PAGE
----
If a proposed action poses no potentially significant adverse impacts on the environment, the agency may issue a “negative declaration” and proceed with the action without going through the EIS process. However, before it may issue a negative declaration, the agency “must identify ‘the relevant areas of environmental concern’ and take a ‘hard look’ at them ․ [and] set forth a reasoned elaboration for its determination.” (Merson v. McNally, 90 N.Y.2d 742, 751-52, 665 N.Y.S.2d 605, 688 N.E.2d 479; see also, Jackson v. New York State Urban Development Corp., 67 N.Y.2d 400, 417, 503 N.Y.S.2d 298, 494 N.E.2d 429; 6 NYCRR § 617.7(b).) SEQRA does not provide any “magical formula or set of fixed objective standards for determining the environmental significance of an action.” Gerrard, Ruzow & Weinberg, Environmental Impact Review in New York, § 2.06, p. 2-110 (2001). Instead, the agency must identify and thoroughly analyze the relevant areas of environmental concern, 6 NYCRR § 617.7(c)(1), and determine if the proposed action may have a significant adverse impact on those areas.
In conjunction with its obligation under SEQRA, the DOS undertook an initial environmental assessment to determine if adding several hundred diesel-powered trucks to three of Manhattan's already heavily congested exit and entrance points might have a significant adverse impact on the environment. Diesel engines emit a number of pollutants into the air, including “particulate matter,” which is a “ ‘generic term for a broad class of chemically and physically diverse substances that exist as discrete particles (liquid droplets or solids) over a wide range of sizes.’ ” (UPROSE v. Power Authority of State of New York, 285 A.D.2d 603, 729 N.Y.S.2d 42, lv. denied 97 N.Y.2d 605, 737 N.Y.S.2d 53, 762 N.E.2d 931, quoting Wooley, Clean Air Handbook at 1-14, n. 15 [9th ed.], intermediate citation omitted.) Particulate matter is measured in microns. A micron is one-millionth of a meter; a human hair is approximately 70 microns in diameter. Once airborne, particulate matter can enter the lungs through respiration and cause or aggravate pulmonaryhealth conditions, such as asthma. The finer the particles, the deeper they may penetrate into the lungs and the more likely they are to contribute to adverse health effects. More than 90% of the particulate matter in diesel-engine emissions consists of particles measuring 2.5 microns or less in diameter, which is referred to as “PM2.5.” Hence, one of the environmental issues facing DOS was whether its plan would have a significant adverse impact on the air quality in the affected areas.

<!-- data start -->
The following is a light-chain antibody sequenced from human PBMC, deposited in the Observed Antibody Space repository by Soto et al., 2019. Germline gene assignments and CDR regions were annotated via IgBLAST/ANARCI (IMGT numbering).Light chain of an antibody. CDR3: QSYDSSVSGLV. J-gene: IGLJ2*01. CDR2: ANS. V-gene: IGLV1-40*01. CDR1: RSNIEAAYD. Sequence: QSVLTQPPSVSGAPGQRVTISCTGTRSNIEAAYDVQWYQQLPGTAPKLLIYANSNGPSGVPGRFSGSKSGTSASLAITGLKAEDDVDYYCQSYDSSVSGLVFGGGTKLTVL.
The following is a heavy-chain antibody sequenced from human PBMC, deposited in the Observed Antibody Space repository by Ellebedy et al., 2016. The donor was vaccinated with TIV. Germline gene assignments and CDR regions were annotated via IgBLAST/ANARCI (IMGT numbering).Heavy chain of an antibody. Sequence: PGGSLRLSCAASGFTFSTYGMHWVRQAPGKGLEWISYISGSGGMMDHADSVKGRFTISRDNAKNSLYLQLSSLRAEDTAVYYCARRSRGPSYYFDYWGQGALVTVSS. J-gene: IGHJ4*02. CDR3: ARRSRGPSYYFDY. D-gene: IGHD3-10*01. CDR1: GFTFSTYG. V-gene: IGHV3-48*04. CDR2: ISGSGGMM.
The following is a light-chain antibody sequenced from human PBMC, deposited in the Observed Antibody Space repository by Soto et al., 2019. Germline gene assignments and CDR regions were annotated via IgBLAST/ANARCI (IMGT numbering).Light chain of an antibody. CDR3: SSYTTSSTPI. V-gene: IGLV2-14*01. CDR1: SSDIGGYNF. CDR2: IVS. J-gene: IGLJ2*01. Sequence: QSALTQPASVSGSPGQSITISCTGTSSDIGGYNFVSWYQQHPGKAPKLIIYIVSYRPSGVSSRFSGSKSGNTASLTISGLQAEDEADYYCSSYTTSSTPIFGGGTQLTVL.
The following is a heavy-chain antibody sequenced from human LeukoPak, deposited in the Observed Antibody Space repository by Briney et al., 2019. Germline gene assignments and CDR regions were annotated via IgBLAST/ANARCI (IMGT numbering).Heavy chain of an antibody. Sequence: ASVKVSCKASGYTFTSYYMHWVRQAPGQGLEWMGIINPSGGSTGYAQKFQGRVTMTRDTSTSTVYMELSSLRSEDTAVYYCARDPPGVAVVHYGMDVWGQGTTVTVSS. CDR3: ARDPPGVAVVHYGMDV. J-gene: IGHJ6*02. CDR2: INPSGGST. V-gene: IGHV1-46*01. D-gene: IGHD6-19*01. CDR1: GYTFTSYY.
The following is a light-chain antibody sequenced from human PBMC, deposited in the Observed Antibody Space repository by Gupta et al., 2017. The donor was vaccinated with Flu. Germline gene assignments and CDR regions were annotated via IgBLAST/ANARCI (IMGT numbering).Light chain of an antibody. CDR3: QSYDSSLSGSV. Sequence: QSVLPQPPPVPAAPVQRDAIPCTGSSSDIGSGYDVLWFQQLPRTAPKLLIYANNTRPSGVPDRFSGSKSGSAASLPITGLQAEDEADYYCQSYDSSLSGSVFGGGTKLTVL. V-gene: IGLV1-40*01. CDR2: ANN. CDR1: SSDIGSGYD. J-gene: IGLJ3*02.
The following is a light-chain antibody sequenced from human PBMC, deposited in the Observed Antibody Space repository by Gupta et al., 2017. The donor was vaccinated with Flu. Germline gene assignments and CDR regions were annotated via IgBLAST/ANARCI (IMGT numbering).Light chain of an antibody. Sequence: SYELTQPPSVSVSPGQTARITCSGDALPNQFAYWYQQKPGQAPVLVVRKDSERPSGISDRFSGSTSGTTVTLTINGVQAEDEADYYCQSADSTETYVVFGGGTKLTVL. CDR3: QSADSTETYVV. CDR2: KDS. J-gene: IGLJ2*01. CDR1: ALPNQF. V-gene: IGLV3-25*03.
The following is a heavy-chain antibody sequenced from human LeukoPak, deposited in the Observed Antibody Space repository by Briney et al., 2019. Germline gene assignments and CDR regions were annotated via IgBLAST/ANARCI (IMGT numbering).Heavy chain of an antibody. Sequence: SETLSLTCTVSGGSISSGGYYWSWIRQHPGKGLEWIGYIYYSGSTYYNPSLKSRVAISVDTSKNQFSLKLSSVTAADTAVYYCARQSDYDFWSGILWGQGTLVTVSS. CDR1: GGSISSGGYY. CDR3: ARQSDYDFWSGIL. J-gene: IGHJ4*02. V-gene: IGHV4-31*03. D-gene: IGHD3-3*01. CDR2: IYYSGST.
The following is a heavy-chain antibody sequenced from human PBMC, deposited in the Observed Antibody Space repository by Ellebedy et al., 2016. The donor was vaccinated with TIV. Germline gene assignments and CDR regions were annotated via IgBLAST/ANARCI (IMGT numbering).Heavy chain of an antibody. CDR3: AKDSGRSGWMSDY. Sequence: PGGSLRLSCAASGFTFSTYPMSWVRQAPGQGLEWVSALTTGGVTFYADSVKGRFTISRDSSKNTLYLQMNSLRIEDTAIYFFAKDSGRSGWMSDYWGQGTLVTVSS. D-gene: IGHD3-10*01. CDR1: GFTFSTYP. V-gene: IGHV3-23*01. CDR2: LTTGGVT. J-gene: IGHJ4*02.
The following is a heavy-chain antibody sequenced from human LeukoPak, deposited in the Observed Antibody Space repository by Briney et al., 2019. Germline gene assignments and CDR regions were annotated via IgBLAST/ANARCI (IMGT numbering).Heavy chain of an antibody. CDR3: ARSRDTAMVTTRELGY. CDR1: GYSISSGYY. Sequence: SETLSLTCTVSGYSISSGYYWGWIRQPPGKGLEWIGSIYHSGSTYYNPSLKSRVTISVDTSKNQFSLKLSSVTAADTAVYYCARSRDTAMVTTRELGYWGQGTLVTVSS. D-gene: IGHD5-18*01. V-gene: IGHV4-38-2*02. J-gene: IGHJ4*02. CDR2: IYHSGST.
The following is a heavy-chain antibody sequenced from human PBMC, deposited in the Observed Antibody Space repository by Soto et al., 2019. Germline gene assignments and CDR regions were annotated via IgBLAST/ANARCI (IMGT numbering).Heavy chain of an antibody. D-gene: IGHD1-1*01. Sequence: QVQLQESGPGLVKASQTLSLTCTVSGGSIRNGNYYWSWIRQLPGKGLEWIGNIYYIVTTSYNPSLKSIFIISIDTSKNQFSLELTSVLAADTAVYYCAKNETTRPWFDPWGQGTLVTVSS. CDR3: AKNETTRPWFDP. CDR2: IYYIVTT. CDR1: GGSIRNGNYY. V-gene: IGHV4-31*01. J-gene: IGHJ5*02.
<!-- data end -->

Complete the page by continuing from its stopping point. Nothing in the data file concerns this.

Focusing on the impact in the area around the Holland Tunnel as the point of the plan's “worst case scenario,” the DOS concluded that the proposed plan “would not cause a potentially significant adverse traffic-related air quality impact ․ [and] no adverse public health impacts would occur as a result of this [plan].” The DOS limited its inquiry to and based its conclusion on whether the exhaust from the diesel-powered garbage trucks would increase the level of PM10 in the air to a degree that would constitute a violation of the Federal Clean Air Act.